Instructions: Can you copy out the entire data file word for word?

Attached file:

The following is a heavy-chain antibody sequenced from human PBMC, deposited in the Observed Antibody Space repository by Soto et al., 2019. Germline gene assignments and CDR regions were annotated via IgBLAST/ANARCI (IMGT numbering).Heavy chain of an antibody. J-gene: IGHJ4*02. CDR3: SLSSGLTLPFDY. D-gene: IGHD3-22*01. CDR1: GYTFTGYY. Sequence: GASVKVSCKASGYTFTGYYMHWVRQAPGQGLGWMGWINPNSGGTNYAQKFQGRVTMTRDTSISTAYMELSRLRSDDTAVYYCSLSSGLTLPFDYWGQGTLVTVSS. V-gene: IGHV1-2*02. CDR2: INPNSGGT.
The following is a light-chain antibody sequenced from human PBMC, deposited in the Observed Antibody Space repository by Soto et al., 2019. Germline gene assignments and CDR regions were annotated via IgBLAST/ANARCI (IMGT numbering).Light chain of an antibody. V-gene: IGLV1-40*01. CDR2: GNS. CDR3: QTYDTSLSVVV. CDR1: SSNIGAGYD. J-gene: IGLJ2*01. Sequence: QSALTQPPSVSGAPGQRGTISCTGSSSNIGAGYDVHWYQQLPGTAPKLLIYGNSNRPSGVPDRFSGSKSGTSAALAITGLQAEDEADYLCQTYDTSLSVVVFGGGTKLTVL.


The following is a heavy-chain antibody sequenced from human PBMC, deposited in the Observed Antibody Space repository by Soto et al., 2019. Germline gene assignments and CDR regions were annotated via IgBLAST/ANARCI (IMGT numbering).Heavy chain of an antibody. J-gene: IGHJ4*02. CDR3: SLSSGLTLPFDY. D-gene: IGHD3-22*01. CDR1: GYTFTGYY. Sequence: GASVKVSCKASGYTFTGYYMHWVRQAPGQGLGWMGWINPNSGGTNYAQKFQGRVTMTRDTSISTAYMELSRLRSDDTAVYYCSLSSGLTLPFDYWGQGTLVTVSS. V-gene: IGHV1-2*02. CDR2: INPNSGGT.
The following is a light-chain antibody sequenced from human PBMC, deposited in the Observed Antibody Space repository by Soto et al., 2019. Germline gene assignments and CDR regions were annotated via IgBLAST/ANARCI (IMGT numbering).Light chain of an antibody. V-gene: IGLV1-40*01. CDR2: GNS. CDR3: QTYDTSLSVVV. CDR1: SSNIGAGYD. J-gene: IGLJ2*01. Sequence: QSALTQPPSVSGAPGQRGTISCTGSSSNIGAGYDVHWYQQLPGTAPKLLIYGNSNRPSGVPDRFSGSKSGTSAALAITGLQAEDEADYLCQTYDTSLSVVVFGGGTKLTVL.